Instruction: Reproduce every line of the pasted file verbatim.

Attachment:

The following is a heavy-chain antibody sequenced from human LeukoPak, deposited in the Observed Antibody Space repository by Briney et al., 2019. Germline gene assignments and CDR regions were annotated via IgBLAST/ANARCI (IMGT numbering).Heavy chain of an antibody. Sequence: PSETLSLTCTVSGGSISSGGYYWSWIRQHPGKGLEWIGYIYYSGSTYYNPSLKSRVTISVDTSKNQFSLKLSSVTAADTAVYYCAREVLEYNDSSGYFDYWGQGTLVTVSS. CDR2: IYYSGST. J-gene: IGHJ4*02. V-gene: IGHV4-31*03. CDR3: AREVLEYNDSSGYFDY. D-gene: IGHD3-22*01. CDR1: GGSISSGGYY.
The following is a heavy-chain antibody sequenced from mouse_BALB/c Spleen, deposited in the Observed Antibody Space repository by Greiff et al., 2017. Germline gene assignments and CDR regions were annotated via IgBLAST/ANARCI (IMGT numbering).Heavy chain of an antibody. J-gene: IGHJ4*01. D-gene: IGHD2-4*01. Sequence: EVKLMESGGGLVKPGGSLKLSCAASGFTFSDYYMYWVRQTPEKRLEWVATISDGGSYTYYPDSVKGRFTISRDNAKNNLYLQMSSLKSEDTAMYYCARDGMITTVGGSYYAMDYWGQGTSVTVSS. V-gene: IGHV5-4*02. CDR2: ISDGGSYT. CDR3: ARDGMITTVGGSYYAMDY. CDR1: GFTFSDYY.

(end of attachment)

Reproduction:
The following is a heavy-chain antibody sequenced from human LeukoPak, deposited in the Observed Antibody Space repository by Briney et al., 2019. Germline gene assignments and CDR regions were annotated via IgBLAST/ANARCI (IMGT numbering).Heavy chain of an antibody. Sequence: PSETLSLTCTVSGGSISSGGYYWSWIRQHPGKGLEWIGYIYYSGSTYYNPSLKSRVTISVDTSKNQFSLKLSSVTAADTAVYYCAREVLEYNDSSGYFDYWGQGTLVTVSS. CDR2: IYYSGST. J-gene: IGHJ4*02. V-gene: IGHV4-31*03. CDR3: AREVLEYNDSSGYFDY. D-gene: IGHD3-22*01. CDR1: GGSISSGGYY.
The following is a heavy-chain antibody sequenced from mouse_BALB/c Spleen, deposited in the Observed Antibody Space repository by Greiff et al., 2017. Germline gene assignments and CDR regions were annotated via IgBLAST/ANARCI (IMGT numbering).Heavy chain of an antibody. J-gene: IGHJ4*01. D-gene: IGHD2-4*01. Sequence: EVKLMESGGGLVKPGGSLKLSCAASGFTFSDYYMYWVRQTPEKRLEWVATISDGGSYTYYPDSVKGRFTISRDNAKNNLYLQMSSLKSEDTAMYYCARDGMITTVGGSYYAMDYWGQGTSVTVSS. V-gene: IGHV5-4*02. CDR2: ISDGGSYT. CDR3: ARDGMITTVGGSYYAMDY. CDR1: GFTFSDYY.